ShareThis Page
Brackenridge man sentenced |

Brackenridge man sentenced

| Friday, June 10, 2005 12:00 a.m

Brackenridge resident Jared K. Allen was sentenced Thursday to 15 years in federal prison for violating gun and drug laws.

The 24-year-old Allen, also known as Jerrad Allen, of 715 Morgan St., also must serve eight years of supervision after his release, prosecutors said.

The sentence was imposed Thursday by Chief U.S. District Judge Donetta W. Ambrose in Pittsburgh.

On Aug. 6, 2003, Allen and Anthony Swann, 27, of New Kensington were found with drugs and guns during a sting in a Pittsburgh restaurant parking lot.

Federal agents and Pittsburgh police said Allen had a .357-caliber revolver and $2,860 in his pockets while he sat in a pickup during a drug sale. Allen is a felon who cannot legally have a gun. Crack cocaine also was found in the vehicle.

Allen and Swann were arrested, then released on bond. They were both later indicted by a federal grand jury.

Allen also is accused by police of shooting at Swann last July 4, about a year after their arrest, while Swann was inside a house in New Kensington. Swann wasn’t wounded.

Allen additionally is accused in state court of shooting at another man. Police allege Allen and Kyle “Face” Harrison, 31, of Collins Drive, Pittsburgh, and 1352 Third Ave., Arnold, shot at each other numerous times in the Valley in 2003. Harrison was wounded once.

Later, Harrison was separately charged in federal court for selling a pistol to a drug addict and for having ammunition when he is a felon.

He was arrested by federal agents March 10, 2004, on the same day that agents arrested his girlfriend, Angel Hensley, 27, of Collins Drive and 1352 Fourth Ave., Arnold, in their Collins Drive home for allegedly participating in a drug conspiracy to sell and distribute drugs in the Valley.

On March 1, Harrison pleaded guilty to being a felon with ammunition in exchange for the government dropping the more serious gun charge. He is scheduled to be sentenced in federal court this morning, one day after his nemesis, Allen, was sentenced.

Harrison’s girlfriend Hensley has pleaded guilty to leading an Arnold and New Kensington-based drug gang of women who sold about 87 grams of crack cocaine — roughly three ounces — during a 27-month period.

Her sentencing is set for early August.

Categories: News
TribLIVE commenting policy

You are solely responsible for your comments and by using you agree to our Terms of Service.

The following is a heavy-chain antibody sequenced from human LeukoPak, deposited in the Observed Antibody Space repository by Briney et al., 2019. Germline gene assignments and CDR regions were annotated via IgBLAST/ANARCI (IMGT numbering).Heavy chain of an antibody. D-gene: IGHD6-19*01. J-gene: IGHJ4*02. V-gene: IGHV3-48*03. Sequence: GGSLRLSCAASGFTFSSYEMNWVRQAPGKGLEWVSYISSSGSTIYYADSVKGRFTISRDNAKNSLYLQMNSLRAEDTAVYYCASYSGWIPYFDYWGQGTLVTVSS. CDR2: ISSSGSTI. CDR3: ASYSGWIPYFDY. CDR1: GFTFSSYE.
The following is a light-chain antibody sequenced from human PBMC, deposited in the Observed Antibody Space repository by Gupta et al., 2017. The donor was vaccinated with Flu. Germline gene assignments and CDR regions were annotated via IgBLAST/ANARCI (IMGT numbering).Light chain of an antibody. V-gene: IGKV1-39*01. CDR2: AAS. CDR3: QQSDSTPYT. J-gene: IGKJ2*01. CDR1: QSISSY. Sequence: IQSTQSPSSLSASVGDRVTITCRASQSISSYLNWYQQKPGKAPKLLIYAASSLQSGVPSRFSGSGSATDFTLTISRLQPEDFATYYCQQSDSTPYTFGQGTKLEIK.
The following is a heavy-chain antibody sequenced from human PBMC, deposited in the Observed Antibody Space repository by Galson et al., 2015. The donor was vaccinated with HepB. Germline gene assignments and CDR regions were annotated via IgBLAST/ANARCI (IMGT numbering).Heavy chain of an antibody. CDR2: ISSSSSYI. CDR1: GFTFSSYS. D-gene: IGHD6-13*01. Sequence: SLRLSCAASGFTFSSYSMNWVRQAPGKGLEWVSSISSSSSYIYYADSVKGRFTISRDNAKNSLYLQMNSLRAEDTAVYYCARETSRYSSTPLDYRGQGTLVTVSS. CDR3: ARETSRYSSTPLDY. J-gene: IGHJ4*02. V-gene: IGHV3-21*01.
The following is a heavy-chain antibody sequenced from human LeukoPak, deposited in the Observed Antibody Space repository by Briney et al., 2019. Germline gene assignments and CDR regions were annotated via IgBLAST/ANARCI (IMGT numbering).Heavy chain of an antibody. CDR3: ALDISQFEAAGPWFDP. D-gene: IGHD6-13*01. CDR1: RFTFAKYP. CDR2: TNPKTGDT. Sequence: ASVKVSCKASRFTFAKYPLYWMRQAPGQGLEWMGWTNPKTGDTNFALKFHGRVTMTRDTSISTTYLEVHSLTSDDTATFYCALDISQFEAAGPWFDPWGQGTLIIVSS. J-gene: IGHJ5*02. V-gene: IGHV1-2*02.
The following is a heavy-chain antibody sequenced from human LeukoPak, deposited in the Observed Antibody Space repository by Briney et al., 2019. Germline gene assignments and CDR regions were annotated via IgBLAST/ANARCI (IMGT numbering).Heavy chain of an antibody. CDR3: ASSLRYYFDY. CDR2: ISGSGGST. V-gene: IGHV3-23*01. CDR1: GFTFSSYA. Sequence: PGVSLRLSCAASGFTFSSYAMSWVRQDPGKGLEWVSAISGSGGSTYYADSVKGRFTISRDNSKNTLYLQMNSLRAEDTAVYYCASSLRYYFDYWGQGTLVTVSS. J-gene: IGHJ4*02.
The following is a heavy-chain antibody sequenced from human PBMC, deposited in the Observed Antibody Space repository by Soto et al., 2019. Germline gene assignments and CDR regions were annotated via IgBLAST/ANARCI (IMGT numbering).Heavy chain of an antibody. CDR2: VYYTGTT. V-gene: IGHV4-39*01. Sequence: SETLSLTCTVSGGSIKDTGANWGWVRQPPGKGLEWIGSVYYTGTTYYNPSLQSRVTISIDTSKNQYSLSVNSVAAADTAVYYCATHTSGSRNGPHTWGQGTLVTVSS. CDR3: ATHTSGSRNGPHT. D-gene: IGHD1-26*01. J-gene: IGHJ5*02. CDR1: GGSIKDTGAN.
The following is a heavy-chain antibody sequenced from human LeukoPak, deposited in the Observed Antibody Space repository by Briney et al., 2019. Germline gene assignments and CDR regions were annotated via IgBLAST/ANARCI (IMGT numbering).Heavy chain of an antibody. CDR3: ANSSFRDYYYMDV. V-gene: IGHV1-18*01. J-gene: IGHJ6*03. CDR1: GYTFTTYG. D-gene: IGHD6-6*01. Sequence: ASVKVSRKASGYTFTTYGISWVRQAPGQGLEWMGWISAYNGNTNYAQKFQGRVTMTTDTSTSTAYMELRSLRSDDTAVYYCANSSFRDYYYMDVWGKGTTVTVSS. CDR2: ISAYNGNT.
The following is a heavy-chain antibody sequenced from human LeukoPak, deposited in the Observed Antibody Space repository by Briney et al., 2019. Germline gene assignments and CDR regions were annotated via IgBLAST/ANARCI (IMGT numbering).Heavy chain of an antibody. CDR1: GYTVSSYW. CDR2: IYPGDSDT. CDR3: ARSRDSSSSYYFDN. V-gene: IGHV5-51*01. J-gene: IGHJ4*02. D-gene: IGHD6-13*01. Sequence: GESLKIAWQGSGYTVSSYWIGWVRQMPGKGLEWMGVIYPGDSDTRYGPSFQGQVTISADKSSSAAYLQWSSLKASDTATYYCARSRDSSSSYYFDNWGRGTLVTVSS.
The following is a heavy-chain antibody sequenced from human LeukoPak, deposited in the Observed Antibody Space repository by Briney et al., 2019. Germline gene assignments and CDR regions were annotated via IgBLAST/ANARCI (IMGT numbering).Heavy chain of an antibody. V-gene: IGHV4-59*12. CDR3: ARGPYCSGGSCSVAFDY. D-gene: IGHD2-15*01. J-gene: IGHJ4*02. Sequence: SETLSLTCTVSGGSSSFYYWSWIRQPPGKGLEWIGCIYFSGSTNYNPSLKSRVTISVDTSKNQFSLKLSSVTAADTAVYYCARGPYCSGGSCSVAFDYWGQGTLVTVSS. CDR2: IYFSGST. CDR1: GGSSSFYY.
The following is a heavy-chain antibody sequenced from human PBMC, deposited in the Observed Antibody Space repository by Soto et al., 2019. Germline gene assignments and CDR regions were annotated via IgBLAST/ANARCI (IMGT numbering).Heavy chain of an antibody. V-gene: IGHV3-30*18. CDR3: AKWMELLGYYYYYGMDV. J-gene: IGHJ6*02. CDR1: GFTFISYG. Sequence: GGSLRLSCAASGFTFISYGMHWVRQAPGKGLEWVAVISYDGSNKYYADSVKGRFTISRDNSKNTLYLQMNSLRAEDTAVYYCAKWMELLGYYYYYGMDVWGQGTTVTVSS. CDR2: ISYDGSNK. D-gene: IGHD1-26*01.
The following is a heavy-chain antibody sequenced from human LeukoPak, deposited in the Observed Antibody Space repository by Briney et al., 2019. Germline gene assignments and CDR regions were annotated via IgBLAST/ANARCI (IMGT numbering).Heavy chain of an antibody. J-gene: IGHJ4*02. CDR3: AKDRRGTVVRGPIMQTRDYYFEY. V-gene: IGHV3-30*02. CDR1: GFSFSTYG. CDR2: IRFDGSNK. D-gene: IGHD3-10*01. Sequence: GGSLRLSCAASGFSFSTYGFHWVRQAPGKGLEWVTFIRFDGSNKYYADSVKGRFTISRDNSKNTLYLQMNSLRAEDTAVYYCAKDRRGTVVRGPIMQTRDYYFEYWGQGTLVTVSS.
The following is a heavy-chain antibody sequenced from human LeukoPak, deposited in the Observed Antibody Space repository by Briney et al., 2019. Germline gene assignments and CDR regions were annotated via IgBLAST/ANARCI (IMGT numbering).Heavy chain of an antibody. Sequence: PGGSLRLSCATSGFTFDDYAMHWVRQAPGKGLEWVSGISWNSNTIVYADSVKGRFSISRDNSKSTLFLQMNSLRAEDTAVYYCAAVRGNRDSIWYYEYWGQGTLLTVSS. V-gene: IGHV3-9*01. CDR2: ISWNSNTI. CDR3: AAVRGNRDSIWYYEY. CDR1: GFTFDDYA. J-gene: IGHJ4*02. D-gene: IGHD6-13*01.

We moderate comments. Our goal is to provide substantive commentary for a general readership. By screening submissions, we provide a space where readers can share intelligent and informed commentary that enhances the quality of our news and information.

While most comments will be posted if they are on-topic and not abusive, moderating decisions are subjective. We will make them as carefully and consistently as we can. Because of the volume of reader comments, we cannot review individual moderation decisions with readers.

We value thoughtful comments representing a range of views that make their point quickly and politely. We make an effort to protect discussions from repeated comments either by the same reader or different readers

We follow the same standards for taste as the daily newspaper. A few things we won't tolerate: personal attacks, obscenity, vulgarity, profanity (including expletives and letters followed by dashes), commercial promotion, impersonations, incoherence, proselytizing and SHOUTING. Don't include URLs to Web sites.

We do not edit comments. They are either approved or deleted. We reserve the right to edit a comment that is quoted or excerpted in an article. In this case, we may fix spelling and punctuation.

We welcome strong opinions and criticism of our work, but we don't want comments to become bogged down with discussions of our policies and we will moderate accordingly.

We appreciate it when readers and people quoted in articles or blog posts point out errors of fact or emphasis and will investigate all assertions. But these suggestions should be sent via e-mail. To avoid distracting other readers, we won't publish comments that suggest a correction. Instead, corrections will be made in a blog post or in an article.